By Charles Annis
Apple’s widely-anticipated entry into the smart watch market would be the company’s first major new product foray in several years. With Apple’s unparalleled functionality and design capabilities, as well as market clout, the “iWatch” could be just what smart watches need to move into the mainstream. In addition, the iWatch will likely impact — and be impacted by — the development of flexible display manufacturing.
Since Apple has not provided any information on when exactly (or even if at all) the product will launch, what it will look like and what features it will offer all remain in the realm of speculation. But Apple’s display manufacturing partner LG Display is believed to be ramping up production of 1.3” and 1.5” QVGA AMOLEDs on plastic substrates. If these are for the iWatch, it could be an indication that Apple has prioritized image quality over battery life. Another benefit of AMOLED on plastic is that it can be extremely thin, light and rugged.
How smoothly production of the display is progressing is a point of great interest and also likely a gating factor for when the iWatch will be released. Producing high resolution AMOLEDs is always a challenge, and doing that on a polymer substrate adds multiple levels of complication.
As analyzed in our Flexible Displays Technology and Market Forecast Report, the iWatch display is believed to be made using the electronics on plastic by laser release (EPLaR) process. By coating a polyimide flexible substrate onto a carrier glass, the EPLaR process allows AMOLED makers to fully utilize conventional backplane and frontplane patterning techniques. Flexibility is achieved by encapsulating the AMOLED with a stack of thin films and then using laser lift-off to remove the plastic panels from their glass carrier.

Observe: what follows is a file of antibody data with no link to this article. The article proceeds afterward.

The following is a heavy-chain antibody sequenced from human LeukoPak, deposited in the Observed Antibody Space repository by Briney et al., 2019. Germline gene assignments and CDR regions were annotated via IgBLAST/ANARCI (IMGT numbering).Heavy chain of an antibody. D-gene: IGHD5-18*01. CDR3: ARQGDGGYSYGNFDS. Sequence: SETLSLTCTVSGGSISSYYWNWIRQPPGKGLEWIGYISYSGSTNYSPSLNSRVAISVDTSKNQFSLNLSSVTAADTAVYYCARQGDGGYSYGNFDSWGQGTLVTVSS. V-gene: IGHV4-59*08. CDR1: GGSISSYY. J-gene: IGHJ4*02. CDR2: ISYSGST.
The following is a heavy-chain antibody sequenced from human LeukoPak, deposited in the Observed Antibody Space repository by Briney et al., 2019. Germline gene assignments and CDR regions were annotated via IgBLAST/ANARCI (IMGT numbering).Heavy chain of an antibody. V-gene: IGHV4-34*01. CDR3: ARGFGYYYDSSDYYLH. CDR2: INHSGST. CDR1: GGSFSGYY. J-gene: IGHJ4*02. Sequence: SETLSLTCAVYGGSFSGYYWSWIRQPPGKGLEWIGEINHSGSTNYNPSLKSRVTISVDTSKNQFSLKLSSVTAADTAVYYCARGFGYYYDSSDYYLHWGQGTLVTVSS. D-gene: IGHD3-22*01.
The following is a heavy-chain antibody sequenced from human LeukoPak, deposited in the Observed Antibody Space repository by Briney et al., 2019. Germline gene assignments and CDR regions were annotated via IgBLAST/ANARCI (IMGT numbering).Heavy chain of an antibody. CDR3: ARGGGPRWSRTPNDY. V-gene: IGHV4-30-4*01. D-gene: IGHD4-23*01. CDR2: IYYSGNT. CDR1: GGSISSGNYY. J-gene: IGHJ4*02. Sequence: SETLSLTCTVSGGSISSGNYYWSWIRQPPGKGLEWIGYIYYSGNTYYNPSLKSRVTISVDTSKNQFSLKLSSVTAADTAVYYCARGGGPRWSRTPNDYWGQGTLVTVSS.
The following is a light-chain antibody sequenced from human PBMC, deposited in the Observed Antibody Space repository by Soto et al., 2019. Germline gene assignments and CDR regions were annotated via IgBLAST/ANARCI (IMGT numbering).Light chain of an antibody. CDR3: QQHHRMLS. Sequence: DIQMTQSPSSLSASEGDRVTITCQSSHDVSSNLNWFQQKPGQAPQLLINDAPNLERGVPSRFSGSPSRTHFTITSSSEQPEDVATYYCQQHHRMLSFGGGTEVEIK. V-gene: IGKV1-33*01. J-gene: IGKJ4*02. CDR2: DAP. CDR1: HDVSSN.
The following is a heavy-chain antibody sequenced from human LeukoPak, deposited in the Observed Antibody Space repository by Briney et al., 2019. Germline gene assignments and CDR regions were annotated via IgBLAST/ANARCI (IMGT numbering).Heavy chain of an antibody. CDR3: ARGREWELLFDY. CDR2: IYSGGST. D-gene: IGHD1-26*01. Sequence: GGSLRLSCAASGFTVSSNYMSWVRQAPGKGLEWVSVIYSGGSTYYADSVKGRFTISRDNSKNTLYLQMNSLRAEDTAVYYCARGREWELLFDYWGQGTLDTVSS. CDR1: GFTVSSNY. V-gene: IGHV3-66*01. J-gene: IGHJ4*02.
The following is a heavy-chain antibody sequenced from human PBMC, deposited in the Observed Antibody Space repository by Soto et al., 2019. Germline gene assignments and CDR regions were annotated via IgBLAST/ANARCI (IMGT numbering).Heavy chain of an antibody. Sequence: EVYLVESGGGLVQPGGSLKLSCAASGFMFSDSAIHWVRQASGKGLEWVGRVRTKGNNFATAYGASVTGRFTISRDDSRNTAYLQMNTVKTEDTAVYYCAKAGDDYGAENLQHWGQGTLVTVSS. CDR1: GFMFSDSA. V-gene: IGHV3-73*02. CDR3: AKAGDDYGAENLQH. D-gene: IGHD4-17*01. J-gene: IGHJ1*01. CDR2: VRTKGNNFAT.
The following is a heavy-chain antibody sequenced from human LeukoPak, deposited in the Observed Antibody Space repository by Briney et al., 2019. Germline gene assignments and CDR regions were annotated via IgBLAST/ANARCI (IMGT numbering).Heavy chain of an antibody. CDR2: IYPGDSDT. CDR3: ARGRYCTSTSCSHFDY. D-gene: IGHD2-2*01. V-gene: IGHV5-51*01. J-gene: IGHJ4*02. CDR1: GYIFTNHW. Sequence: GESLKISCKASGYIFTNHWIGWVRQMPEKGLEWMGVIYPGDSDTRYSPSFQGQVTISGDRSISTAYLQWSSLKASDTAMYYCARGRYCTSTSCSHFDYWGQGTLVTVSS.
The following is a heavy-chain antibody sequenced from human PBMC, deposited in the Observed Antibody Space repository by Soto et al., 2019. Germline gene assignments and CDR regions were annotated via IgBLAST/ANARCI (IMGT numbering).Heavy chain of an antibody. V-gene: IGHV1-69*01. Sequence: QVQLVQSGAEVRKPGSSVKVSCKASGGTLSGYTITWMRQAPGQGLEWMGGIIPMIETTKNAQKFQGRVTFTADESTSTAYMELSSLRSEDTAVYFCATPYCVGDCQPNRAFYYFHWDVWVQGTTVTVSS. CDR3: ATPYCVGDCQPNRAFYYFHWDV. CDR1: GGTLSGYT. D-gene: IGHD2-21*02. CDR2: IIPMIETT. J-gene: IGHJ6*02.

Using mass-production proven LTPS backplane and FMM (fine metal mask) front-plane processes has enabled a relatively straightforward approach to fabricating flexible AMOLEDs. Even so, the supplemental flexible process steps create substantial additional manufacturing challenges related to particles, barrier performance and device integrity after lift-off; all of which compromise panel yield.
Actual yield rates are proprietary to FPD makers and are very difficult to confirm, but early in 2014 yield rates were believed to be below 20 percent. Since then, continuous process improvements have reportedly helped to significantly improve yields.
Because LG Display currently has a limited amount of flexible AMOLED capacity, yield rates may well determine when the iWatch launches as well as initial volumes. DisplaySearch estimates that average yield rates above 60 percent would allow LG Display to produce more than 10 million panels in 2014.
Apple has an incredible track record of successfully creating completely new markets. So although we are not exactly sure about unit numbers or if Apple will release its first generation smart watch in September or November, or if it will slip to 2015, we are very excited about the prospect of the iWatch pushing flexible plastic AMOLEDs from their current niche status into mainstream consumer product.
This column was reprinted with permission from DisplaySearch and originally appeared here.